Such is how history is forgotten.
I recently read of a dispute in Virginia between Civil War battlefield preservationists and Wal-Mart, which wanted to drop a new store a mile or so from the site. To be fair, most of the war was fought in Virginia, most of her soil has Union and Confederate blood in her sediment. If we were to preserve history, we would probably still be in thatched huts in a still-barbarian Europe, dying from the plague and speaking in unknown tongues without the utterance or enabling of spirit. Naturally, there’s a tug-of-war between the preservation of history and the inevitability of progress. The Muslim stewards of the Temple Mount are allegedly busy destroying relics of ancient Israel, peasants in Egypt burned much of what we know as the Nag Hammadi library papyri to keep warm at night. Ebbets Field was blown up to make way for government housing. The Met Center was blown up to expand the drab Mall of America; when those plans were scrapped, it became the site of an Ikea. (And Norm Green still sucks.) When my grandmother died almost three years ago, it wasn’t long after she was put in the ground that her lifetime of obsessive hoarding began to make its way to the curb. What is made is to be unmade, what is created ends up destroyed. Whomever is born is doomed to die.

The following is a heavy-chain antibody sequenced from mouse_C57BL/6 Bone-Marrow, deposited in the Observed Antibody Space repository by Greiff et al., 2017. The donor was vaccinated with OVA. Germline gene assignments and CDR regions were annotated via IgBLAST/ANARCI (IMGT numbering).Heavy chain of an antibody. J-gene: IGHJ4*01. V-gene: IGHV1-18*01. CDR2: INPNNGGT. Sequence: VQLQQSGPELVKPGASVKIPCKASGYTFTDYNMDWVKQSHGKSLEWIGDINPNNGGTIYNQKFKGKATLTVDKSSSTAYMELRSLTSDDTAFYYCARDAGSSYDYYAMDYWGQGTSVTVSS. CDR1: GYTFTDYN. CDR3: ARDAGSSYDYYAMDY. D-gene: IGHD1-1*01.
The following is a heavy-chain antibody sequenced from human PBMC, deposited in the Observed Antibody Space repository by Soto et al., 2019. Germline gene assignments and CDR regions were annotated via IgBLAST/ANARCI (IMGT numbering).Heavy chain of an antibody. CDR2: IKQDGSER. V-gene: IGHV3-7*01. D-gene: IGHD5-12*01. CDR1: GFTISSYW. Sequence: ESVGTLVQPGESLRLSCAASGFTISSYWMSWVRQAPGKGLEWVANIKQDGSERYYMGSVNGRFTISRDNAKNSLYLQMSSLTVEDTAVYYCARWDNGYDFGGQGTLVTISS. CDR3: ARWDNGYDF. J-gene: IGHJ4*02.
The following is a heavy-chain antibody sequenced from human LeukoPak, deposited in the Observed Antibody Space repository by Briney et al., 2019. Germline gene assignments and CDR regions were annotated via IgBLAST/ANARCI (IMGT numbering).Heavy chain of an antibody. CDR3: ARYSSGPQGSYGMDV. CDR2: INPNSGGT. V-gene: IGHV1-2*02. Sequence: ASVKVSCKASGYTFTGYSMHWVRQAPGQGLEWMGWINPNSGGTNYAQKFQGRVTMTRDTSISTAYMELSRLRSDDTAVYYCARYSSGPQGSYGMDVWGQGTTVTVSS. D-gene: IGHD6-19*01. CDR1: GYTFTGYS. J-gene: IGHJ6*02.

And the Wisconsin Chair Factory is–in quintessentially Midwestern fashion, a cultural relic from a pragmatic, pioneer past–a retaining wall for some yuppie’s waterfront property.
Heritage has a strange, Darwinian way about it.
So we set out to spend a day in Wisconsin’s unlikely capital for the blues. What we got was about two hours’ worth of actual time exploring. The Grafton Public Library had nothing, not even the walking tour material touted on van der Tuuk’s website. And the restaurant conceived in a brief fad of music appreciation, Paramount, didn’t open until 5 PM. When we went in to see a menu, they looked at us like we were crazy. That, and the joint didn’t even resemble a blues-inspired haunt, save for an old phonograph player and, yes, a handful of Paramount 78s. It was high-brow, upscale, more jazz lounge than juke joint. They opened a restaurant trying to honor the blues, and had no idea how to pull it off. The hours on the door said they were open all day, and did not actually open until the evening.
So, when the Milwaukee Journal-Sentinel’s dining blog reported that Paramount had shut its doors for good, I nodded to myself and accepted it. They said they fell prey to the economy. In reality, they serve as a metaphor for a community without a sense of temporal, spatial or historical place. People live there when they don’t commute into Milwaukee or head north to a family cabin for the weekend. Strangers who wander a little too far from the interstate get looks from the locals. After all, there is nothing to see here.
One gets the feeling that blues folk 70+ years ago could identify all too well.